Interview with Drew Livingston

The 10th Anniversary Australian tour of Andrew Lloyd Webber’s Billy Elliot is currently playing at the Sydney Lyric Theatre and actor Drew Livingston is taking out the role of Tony, Billy’s brother in an emotional role that sees him acting and singing in a number of performances every week.

Drew toured Australia in the National Theatre’s global phenomenon War Horse, composed and acted in Bell Shakespeare’s Henry V and appeared on Australian television series Tricky Business.

Here Back Row chat to the actor about Tony and his own experiences as an actor.

How did you get the role of Tony?

I was asked to audition for the role. At the audition I sung some of the material from the show and also did two of the scenes. I was also called back to do some dancing which I was not expecting but I must have done ok because now I am in the show.

Who is this character to you and why is their relationship with Billy so important?

To me, Tony is a man of passion, loyalty and integrity. A lot of his anger and frustration throughout the musical comes from the sense of great injustice he feels that others have not lived up to these values. First of all, Tony and Billy are brothers and in the show, Tony really represents the most obvious outcome for Billy were he not to find dance.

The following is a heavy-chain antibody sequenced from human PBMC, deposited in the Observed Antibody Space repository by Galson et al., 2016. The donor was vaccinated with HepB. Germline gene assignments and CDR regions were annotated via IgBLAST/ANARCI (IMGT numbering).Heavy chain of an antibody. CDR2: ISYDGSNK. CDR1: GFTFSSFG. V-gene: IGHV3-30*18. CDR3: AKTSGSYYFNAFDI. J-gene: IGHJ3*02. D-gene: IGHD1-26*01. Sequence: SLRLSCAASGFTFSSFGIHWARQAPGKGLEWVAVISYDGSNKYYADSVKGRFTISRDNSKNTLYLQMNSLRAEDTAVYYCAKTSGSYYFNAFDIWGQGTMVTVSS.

What is the heart of Billy Elliot about?

Belonging, family and community. There is a great song that Michael, Billy’s best friend sings which is all about expressing who you are and staying true to yourself, and that is what the show is about.

How are you like Tony?

I think I am very passionate and have a keen sense of justice.

What’s your favourite scene or musical number?

My favourite song in the show is a song called “Once We Were Kings”, it’s about all the miners expressing their collective pride in their community and who they are. It is a great song to belt out at the end of the show.

What have been your biggest challenges in bringing this character and this show to life?

I have never had any dance training and it wasn’t until the first week of rehearsals I realised how much dancing I have to do in this show. It required a lot of rehearsal, mental and physical effort and a few private lessons with the choreographer but I think we got there in the end.

You have a strong history of theatre. What’s your dream role?

There’s a whole host of great Shakespearean roles I would love to play but also I love to do musicals so I will be happy with any role that comes along.

What’s next for you and where is Billy Elliot heading after Sydney?

Billy Elliot is heading all over the country – Adelaide, Melbourne, Perth and Brisbane.  At this point, that is my primary focus and we’ll see what happens when next year rolls around.

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